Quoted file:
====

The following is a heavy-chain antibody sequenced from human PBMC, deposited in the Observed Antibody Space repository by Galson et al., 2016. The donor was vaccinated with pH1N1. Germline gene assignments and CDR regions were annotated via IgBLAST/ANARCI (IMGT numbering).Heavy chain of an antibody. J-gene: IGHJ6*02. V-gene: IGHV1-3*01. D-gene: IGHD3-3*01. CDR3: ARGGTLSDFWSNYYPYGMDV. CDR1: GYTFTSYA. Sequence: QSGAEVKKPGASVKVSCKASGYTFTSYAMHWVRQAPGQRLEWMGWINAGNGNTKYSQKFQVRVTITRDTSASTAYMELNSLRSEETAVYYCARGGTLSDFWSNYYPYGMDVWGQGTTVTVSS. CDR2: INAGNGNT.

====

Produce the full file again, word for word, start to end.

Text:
The following is a heavy-chain antibody sequenced from human PBMC, deposited in the Observed Antibody Space repository by Galson et al., 2016. The donor was vaccinated with pH1N1. Germline gene assignments and CDR regions were annotated via IgBLAST/ANARCI (IMGT numbering).Heavy chain of an antibody. J-gene: IGHJ6*02. V-gene: IGHV1-3*01. D-gene: IGHD3-3*01. CDR3: ARGGTLSDFWSNYYPYGMDV. CDR1: GYTFTSYA. Sequence: QSGAEVKKPGASVKVSCKASGYTFTSYAMHWVRQAPGQRLEWMGWINAGNGNTKYSQKFQVRVTITRDTSASTAYMELNSLRSEETAVYYCARGGTLSDFWSNYYPYGMDVWGQGTTVTVSS. CDR2: INAGNGNT.